When Francisco, a young Mexican American boy, tries to help his grandfather find work, he discovers that even though the old man cannot speak English, he has something even more valuable to teach Francisco.
While on a field trip to a fire station with Mrs. Gray’s class, Curious George goes off on his own and is soon at the scene of a fire, where he finds a way to be helpful.
Jose! Born to Dance - José was a boy with a song in his heart and a dance in his step. Born in Mexico in 1908, he came into the world kicking like a steer, and grew up to love to draw, play the piano, and dream. José’s dreaming took him to faraway places. He dreamed of bullfighters and the sounds of the cancan dancers that he saw with his father. Dance lit a fire in José’s soul. With his heart to guide him, José left his family and went to New York to dance. He learned to flow and float and fly through space with steps like a Mexican breeze. When José danced, his spirit soared. From New York to lands afar, José Limón became known as the man who gave the world his own kind of dance. ¡OLÉ! ¡OLÉ! ¡OLÉ! Susanna Reich’s lyrical text and Raúl Colón’s shimmering artwork tell the story of a boy who was determined to make a difference in the world, and did. José! Born to Dance will inspire picture book readers to follow their hearts and live their dreams.
Skippyjon Jones-- Lost in Spice - The New York Times bestselling kitty boy blasts off into another hilarious adventure. Buckle up, amigos— everyone’s favorite kitty boy is about to lift off. You’ll want to be there when the brave Skippito gets lost in spice! That’s right, spice. Skippy knows— from his big ears to his toes—that the planet Mars is red because it’s covered in spicy red pepper. To prove it, he’s off on a space jaunt replete with craters, crazies, and creatures from Mars. His new adventure is packed with witty wordplay, Spanish phrases, and Judy Schachner’s trademark hilarity. This rollicking romp is simply out of this world.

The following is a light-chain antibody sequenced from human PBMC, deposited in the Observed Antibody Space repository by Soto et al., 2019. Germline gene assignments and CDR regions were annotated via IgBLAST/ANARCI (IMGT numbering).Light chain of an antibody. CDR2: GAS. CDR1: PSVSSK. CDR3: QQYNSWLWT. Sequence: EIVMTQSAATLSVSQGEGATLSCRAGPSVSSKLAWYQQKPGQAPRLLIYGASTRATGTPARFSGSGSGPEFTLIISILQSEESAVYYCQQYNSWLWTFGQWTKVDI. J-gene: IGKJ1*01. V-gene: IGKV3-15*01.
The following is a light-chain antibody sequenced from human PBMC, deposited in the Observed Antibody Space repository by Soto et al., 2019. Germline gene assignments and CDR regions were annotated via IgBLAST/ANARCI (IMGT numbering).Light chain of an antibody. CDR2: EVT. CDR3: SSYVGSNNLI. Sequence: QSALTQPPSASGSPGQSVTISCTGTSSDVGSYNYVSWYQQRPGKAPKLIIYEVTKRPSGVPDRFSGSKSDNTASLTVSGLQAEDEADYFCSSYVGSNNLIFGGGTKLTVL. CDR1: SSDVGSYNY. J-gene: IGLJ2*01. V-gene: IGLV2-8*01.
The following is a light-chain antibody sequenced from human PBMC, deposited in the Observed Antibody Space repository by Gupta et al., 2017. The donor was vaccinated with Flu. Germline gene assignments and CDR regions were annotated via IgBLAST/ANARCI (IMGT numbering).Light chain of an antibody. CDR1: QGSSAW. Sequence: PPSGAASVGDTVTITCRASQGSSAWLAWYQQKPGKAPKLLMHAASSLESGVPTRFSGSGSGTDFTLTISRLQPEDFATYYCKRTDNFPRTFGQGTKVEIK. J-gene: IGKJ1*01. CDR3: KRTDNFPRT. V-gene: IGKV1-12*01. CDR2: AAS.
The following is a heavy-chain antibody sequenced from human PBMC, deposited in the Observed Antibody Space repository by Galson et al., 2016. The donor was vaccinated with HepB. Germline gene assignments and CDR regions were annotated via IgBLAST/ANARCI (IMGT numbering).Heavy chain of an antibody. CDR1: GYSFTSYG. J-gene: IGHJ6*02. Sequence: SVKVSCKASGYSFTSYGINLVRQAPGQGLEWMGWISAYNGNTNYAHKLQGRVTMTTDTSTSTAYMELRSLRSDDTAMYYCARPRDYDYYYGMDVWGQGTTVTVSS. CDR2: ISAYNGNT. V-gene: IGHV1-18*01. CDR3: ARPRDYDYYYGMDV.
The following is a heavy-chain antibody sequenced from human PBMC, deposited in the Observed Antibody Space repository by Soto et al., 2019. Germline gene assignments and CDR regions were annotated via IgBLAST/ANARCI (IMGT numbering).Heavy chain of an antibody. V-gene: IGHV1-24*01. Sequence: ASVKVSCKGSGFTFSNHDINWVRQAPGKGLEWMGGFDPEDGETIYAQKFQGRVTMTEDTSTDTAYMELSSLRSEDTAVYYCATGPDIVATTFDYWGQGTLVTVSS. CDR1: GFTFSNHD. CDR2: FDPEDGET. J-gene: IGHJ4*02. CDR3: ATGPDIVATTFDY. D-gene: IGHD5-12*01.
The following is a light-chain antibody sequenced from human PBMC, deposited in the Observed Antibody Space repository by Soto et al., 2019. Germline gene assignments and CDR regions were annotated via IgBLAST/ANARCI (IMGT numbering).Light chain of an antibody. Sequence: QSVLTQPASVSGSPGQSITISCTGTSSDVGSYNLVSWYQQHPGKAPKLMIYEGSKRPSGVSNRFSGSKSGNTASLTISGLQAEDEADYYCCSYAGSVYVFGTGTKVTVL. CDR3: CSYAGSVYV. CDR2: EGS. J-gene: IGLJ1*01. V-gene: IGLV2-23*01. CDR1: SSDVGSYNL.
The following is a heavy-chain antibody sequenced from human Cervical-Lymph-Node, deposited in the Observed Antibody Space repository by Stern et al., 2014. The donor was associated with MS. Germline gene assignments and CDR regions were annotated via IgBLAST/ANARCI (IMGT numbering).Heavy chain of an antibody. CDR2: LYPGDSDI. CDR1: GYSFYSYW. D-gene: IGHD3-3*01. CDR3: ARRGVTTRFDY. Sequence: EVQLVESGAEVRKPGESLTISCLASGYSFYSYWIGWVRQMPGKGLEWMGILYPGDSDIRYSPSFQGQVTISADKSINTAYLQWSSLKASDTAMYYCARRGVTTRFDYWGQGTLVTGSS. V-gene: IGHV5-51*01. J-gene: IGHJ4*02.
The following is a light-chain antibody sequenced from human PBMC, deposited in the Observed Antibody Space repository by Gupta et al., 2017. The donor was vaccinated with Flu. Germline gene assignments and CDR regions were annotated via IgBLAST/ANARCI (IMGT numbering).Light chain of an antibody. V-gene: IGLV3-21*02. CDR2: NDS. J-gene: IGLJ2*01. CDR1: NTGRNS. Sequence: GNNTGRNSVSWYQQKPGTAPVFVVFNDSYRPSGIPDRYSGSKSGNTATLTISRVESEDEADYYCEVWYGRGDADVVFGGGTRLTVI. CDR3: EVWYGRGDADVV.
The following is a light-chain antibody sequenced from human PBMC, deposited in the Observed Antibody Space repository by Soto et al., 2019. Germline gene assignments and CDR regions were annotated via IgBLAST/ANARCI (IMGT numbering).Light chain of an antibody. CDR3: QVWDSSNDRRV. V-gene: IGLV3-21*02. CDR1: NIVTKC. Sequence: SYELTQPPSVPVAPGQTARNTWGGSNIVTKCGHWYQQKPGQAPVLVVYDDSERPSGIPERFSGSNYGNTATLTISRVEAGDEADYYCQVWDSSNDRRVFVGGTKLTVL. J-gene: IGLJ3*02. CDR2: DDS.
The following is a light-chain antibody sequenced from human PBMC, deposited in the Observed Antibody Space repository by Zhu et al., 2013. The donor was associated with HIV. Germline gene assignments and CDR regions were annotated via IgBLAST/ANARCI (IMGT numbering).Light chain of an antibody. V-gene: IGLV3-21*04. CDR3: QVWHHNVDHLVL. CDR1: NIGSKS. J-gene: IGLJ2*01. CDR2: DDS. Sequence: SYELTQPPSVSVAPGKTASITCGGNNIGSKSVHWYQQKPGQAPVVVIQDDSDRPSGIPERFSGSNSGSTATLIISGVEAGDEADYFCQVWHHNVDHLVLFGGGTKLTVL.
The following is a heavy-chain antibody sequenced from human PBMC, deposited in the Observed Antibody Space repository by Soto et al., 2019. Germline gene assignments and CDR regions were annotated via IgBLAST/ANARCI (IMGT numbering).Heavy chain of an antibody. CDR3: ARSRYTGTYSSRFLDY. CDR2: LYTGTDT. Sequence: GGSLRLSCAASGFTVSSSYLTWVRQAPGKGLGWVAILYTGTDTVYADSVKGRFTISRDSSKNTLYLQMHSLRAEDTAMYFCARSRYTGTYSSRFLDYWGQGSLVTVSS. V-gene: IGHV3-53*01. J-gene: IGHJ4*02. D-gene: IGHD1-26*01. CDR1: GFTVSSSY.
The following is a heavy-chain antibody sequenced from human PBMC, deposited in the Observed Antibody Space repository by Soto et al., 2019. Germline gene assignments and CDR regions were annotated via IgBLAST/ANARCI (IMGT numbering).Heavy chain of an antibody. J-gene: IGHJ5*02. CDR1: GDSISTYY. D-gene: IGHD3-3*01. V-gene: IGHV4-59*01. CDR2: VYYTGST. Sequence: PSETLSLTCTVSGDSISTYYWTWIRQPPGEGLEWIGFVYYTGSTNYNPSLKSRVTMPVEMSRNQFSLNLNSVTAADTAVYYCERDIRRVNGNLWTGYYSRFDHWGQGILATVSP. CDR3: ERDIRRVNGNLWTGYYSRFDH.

Lou Lou and Pea and the Bicentennial Bonanza - BFFs Lou Lou Bombay and Peacock Pearl are busy preparing for the Bicentennial Bonanza, their city’s two-hundredth birthday bash! And this year, the party will take place in their beloved neighborhood of El Corazón. With a baking contest, talent show, and a new gazebo planned, the community can’t wait to celebrate the founders (and historical BFFs), Diego Soto and Giles Wonderwood. But when Vice-Mayor Andy Argyle claims the festivities belong to Verde Valley, using a mysterious diary as evidence, Lou Lou and Pea smell trouble. Will the friends be able to uncover the secrets of their city’s founding, and bring the Bonanza back to El Corazón?